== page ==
About this work
Watercolor on board
12 x 9 in.
In her own words...
–inscribed lower right
There was a day in July 1939 when I boarded a ship (the Nieuw Amsterdam) bound for France, last lap of that lifelong itinerary that had begun in Chicago. My pockets were full of letters of introduction to artists (and not much else), Tanguy, Max Ernst…and Picasso, too.
Of course, no one is at home. No Parisians are ever at home in August, if they can help it. Somnambulist concierges (they frown before you open your mouth, anticipating what?) shake their heads: ''He is in the country." They stare at me, doubtless wondering at this bizarre American who chooses to ring doorbells in August. An especially doomed August-a city paralyzed by anxiety, breathing painfully before the imminence of war. With a big lump in my throat I wander the wide deserted avenues, the gardens, the museums. I knock on mute doors, I get lost in the labyrinthine streets. I am hungry at the wrong times.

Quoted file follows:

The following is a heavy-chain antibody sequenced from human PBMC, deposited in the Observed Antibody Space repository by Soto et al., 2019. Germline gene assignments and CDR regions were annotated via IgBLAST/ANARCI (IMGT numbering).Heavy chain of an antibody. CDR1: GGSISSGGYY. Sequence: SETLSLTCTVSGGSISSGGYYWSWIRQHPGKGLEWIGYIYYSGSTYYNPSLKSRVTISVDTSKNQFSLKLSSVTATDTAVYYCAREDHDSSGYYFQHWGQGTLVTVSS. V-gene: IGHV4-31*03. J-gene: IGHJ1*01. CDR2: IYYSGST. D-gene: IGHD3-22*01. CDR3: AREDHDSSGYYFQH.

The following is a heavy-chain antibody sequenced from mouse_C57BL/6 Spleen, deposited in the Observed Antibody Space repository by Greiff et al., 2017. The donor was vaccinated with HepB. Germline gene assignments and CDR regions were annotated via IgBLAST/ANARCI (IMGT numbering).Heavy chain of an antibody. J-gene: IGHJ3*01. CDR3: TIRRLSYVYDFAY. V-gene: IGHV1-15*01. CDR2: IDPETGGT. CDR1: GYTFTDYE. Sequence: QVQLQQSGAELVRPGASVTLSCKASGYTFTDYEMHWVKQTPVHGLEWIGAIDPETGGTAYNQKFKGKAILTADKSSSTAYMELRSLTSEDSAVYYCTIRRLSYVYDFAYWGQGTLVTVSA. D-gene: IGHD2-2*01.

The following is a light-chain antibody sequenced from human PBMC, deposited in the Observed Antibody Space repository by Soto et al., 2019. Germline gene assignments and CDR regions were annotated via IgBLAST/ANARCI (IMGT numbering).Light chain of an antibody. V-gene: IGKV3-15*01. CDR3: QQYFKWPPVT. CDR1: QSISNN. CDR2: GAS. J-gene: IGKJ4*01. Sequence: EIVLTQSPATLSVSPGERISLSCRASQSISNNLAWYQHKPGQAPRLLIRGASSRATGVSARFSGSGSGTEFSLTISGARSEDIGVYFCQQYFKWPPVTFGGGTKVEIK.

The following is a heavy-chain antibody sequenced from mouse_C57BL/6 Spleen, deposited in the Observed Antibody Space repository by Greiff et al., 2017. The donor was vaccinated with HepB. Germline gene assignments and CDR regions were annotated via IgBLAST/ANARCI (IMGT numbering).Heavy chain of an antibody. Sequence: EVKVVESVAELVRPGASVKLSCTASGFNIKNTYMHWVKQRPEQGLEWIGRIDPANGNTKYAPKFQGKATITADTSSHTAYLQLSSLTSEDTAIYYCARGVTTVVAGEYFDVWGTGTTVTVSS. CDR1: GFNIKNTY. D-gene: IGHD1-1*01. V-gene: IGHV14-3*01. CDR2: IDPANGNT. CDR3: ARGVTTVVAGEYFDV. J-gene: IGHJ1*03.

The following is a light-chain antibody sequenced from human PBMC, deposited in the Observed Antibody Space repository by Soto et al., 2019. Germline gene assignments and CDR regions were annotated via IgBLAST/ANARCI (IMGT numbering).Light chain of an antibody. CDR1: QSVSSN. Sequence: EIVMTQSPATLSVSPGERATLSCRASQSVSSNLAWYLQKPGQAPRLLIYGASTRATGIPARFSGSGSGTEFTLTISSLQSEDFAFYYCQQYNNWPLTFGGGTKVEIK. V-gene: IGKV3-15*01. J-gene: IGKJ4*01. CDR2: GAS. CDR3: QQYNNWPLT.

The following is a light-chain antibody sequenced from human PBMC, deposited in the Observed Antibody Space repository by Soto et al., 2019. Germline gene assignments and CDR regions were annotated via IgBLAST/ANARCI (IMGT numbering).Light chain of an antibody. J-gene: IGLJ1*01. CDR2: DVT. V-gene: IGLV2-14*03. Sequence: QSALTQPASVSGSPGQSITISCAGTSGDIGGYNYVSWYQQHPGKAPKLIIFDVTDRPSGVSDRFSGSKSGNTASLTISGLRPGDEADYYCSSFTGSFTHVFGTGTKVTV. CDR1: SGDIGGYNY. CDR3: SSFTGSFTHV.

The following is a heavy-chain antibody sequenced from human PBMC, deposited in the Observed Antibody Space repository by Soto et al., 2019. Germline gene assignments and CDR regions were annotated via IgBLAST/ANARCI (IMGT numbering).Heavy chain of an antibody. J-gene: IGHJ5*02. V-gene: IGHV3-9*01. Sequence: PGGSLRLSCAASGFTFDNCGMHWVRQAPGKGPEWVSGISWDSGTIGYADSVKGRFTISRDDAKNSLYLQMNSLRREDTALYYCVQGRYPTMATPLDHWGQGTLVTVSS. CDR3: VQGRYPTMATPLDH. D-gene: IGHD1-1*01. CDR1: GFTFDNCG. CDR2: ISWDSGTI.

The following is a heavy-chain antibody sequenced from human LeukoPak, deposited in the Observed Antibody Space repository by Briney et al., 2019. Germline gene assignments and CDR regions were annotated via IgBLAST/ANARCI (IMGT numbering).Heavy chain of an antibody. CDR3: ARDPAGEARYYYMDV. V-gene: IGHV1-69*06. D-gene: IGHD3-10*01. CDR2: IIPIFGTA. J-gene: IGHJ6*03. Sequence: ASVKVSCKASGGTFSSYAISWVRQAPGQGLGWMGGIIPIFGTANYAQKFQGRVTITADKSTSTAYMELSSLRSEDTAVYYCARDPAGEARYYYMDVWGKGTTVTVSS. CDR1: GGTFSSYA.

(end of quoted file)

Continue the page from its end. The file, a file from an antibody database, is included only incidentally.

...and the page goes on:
Back in my room, at loose ends, baffled and feeling insubstantial, I sit with my sketchbook, drawing Paris from the window. I draw the clouds that are so patently French, draw the roofs, the vanishing streets, the houses' patinas and their patience, draw them urgently as a spy would use a special camera, would hide behind a curtain just as I am lurking in my hotel room, to snap something fleeting, some evidence of heartbeat, a perhaps sad secret.
Outside there is nothing simple, not one person I know or a friend of a friend. There is only a firm resolve planted like a tree in my determined future: to come back. My artists? They too will come back some day, say the French clouds, the deserted cafes, the grisaille streets.
—from Between Lives: An Artist and Her World. New York: W.W. Norton & Company, 2001, pp. 50-51.